Jeannie Malone .... stand-in: Grace Lee Whitney (uncredited)
Eddie Paskey .... stand-in: William Shatner (uncredited)
Crew believed to be complete

Production CompaniesDistributorsSpecial EffectsOther Companies

Additional Details

50 min | Argentina:60 min
Sound Mix:
Argentina:Atp | Canada:PG (video rating) | USA:TV-PG

Did You Know?

This episode was long a particular favourite among fans at conventions. At various points they would hiss in imitation of the passage of the virus, sing along with Riley, applaud Sulu's initial appearance as a swashbuckler, and cheer Kirk when he declared that he would never lose the Enterprise.See more »
Factual errors: When Scotty finishes cutting through the bulkhead in order to regain entry to Engineering, the piece he cut out is very hot and in fact is smoking, but Scotty grabs it with his bare hands to remove it and yet doesn't get burned. Update: Note that Scotty grabs the cut panel at the bottom-right, where he had cut it much earlier. The panel was only smoking from the top, where he had just finished cutting it. The panel would have had time to cool at the bottom-right by the time he grabbed it. And, given the location of the cut panel, and the equipment behind it, the material used in the bulkhead would almost certainly have properties that would insulate the crew from any heat generated by the equipment behind the panel, so the cut piece would have been cool enough to handle.See more »
Riley:And now, crew, I will render 'Kathleen'... ONE MORE TIME!
Capt. Kirk:[murmuring to himself] Please, not again.
See more »
Movie Connections:
Featured in For the Love of Spock (2016)See more »
Theme From Star TrekSee more »


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34 out of 36 people found the following review useful.
No Beach to Walk on... as The Ship Spirals Down, 17 June 2006
Author: Bogmeister from United States

Here, we learn that Kirk yearns to walk on a beach somewhere, perhaps with Yeoman Rand. This episode is probably best known as the one with Sulu, stripped to the waist, running around the ship's corridors with a sword. But, it's this episode where we learn a lot of interesting things about the main characters, so all the actors get a chance to shine a bit, including Hyde as young crewman Riley in the first of his two appearances on the show. Hyde provides most of the amusing scenes in this episode, but it's not really a comedy, such as "I,Mudd" or a "A Piece of the Action." It's a grimly amusing tone as Hyde manages to take over the engine room and the ship then starts to spiral downward towards the planet the Enterprise is orbiting, it seems to certain doom. What Kirk really needed to refine after this episode is ship's security; not only do they ignore Spock's request to escort Riley to sickbay, they then let him take over the ship - all by his lonesome!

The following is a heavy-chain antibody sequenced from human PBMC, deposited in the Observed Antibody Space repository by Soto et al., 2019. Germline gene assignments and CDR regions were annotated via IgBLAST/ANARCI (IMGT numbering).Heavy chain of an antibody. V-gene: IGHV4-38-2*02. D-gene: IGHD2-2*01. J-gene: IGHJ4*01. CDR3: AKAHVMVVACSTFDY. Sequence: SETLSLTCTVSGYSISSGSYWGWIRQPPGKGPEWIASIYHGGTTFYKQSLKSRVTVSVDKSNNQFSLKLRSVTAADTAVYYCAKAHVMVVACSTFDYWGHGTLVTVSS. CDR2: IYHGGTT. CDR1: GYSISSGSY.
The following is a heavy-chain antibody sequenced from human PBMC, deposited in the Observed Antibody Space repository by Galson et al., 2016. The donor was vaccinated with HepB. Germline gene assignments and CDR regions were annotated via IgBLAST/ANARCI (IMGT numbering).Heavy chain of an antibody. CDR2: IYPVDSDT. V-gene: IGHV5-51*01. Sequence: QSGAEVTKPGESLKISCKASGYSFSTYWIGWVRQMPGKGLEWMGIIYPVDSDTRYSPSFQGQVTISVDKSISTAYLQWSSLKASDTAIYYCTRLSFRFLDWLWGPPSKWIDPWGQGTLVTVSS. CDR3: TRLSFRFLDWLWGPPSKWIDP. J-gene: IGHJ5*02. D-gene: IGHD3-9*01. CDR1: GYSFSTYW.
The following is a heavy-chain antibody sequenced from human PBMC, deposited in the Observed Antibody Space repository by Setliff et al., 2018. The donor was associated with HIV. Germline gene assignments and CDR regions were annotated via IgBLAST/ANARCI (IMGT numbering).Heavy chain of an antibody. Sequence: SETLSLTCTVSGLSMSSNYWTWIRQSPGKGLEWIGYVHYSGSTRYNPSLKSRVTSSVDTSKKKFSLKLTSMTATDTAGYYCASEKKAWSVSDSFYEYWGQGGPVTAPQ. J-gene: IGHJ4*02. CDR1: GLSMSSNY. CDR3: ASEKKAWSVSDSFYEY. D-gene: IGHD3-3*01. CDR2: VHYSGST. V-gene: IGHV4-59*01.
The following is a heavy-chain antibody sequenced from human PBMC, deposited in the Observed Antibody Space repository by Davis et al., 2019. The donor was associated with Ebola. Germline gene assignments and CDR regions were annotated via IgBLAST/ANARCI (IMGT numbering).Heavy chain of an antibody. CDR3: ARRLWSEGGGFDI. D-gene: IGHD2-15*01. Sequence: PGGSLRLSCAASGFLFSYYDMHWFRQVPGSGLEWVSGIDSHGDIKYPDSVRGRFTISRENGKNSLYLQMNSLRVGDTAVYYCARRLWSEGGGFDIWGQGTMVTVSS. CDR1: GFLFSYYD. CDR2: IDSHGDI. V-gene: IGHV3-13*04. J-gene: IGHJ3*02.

Besides Riley, a nutty Irishman at heart, Sulu reveals his secret taste for swashbuckling, nurse Chapel turns out to be secretly in love with Spock, who shows a tendency to weep uncontrollably over his lot in life (half-Vulcan, half human) and, finally, Kirk seems caught between his love of the Enterprise and more normal desires. I was puzzled as to why Uhura wasn't affected by this strange space disease (altered water, it turned out), since she had prolonged contact with the sweaty Sulu (that's how the disease spreads). The disease forces all the hidden desires and emotions of the affected crew to the surface. It's a far better depiction of released inhibitions than the later retread on TNG - "The Naked Now," where everything was very one-note by comparison.

The episode is brilliantly paced and directed. It begins rather slowly and uneventfully, not quite routine since they find a scientific party which is dead by mysterious circumstances. There's an ominous tone to this first act, but it gives no hint of the wild madness to come. Things escalate rapidly to a delirious pitch, with Kirk near panic as he loses all control of the ship and then himself. There are some great stylistic flourishes during the final act, such as a fevered Kirk's entry into one of the lifts, where he sees the words written in red paint - it's almost surreal. And, of course, his confrontation with Spock and their mutual slapping scene is one of the all time classics. You never look at any of these characters in quite the same way after this episode.